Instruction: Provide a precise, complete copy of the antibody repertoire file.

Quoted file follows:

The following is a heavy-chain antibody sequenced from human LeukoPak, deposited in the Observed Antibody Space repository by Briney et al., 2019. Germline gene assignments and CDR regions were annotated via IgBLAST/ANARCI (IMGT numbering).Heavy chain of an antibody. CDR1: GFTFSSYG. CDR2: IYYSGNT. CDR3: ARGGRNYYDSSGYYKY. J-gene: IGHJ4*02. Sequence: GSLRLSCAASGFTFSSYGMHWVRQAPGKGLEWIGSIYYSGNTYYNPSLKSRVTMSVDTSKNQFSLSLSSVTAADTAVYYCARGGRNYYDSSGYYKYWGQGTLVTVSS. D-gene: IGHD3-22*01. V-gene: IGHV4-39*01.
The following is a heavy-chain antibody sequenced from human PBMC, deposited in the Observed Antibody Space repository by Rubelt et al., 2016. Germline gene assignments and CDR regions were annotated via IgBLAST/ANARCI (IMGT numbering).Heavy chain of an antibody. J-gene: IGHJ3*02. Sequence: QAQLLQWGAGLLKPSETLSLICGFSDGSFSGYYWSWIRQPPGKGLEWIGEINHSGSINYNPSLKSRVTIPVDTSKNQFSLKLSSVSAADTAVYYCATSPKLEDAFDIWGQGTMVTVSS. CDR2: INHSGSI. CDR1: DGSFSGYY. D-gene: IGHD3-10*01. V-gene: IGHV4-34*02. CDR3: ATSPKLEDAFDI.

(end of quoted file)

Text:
The following is a heavy-chain antibody sequenced from human LeukoPak, deposited in the Observed Antibody Space repository by Briney et al., 2019. Germline gene assignments and CDR regions were annotated via IgBLAST/ANARCI (IMGT numbering).Heavy chain of an antibody. CDR1: GFTFSSYG. CDR2: IYYSGNT. CDR3: ARGGRNYYDSSGYYKY. J-gene: IGHJ4*02. Sequence: GSLRLSCAASGFTFSSYGMHWVRQAPGKGLEWIGSIYYSGNTYYNPSLKSRVTMSVDTSKNQFSLSLSSVTAADTAVYYCARGGRNYYDSSGYYKYWGQGTLVTVSS. D-gene: IGHD3-22*01. V-gene: IGHV4-39*01.
The following is a heavy-chain antibody sequenced from human PBMC, deposited in the Observed Antibody Space repository by Rubelt et al., 2016. Germline gene assignments and CDR regions were annotated via IgBLAST/ANARCI (IMGT numbering).Heavy chain of an antibody. J-gene: IGHJ3*02. Sequence: QAQLLQWGAGLLKPSETLSLICGFSDGSFSGYYWSWIRQPPGKGLEWIGEINHSGSINYNPSLKSRVTIPVDTSKNQFSLKLSSVSAADTAVYYCATSPKLEDAFDIWGQGTMVTVSS. CDR2: INHSGSI. CDR1: DGSFSGYY. D-gene: IGHD3-10*01. V-gene: IGHV4-34*02. CDR3: ATSPKLEDAFDI.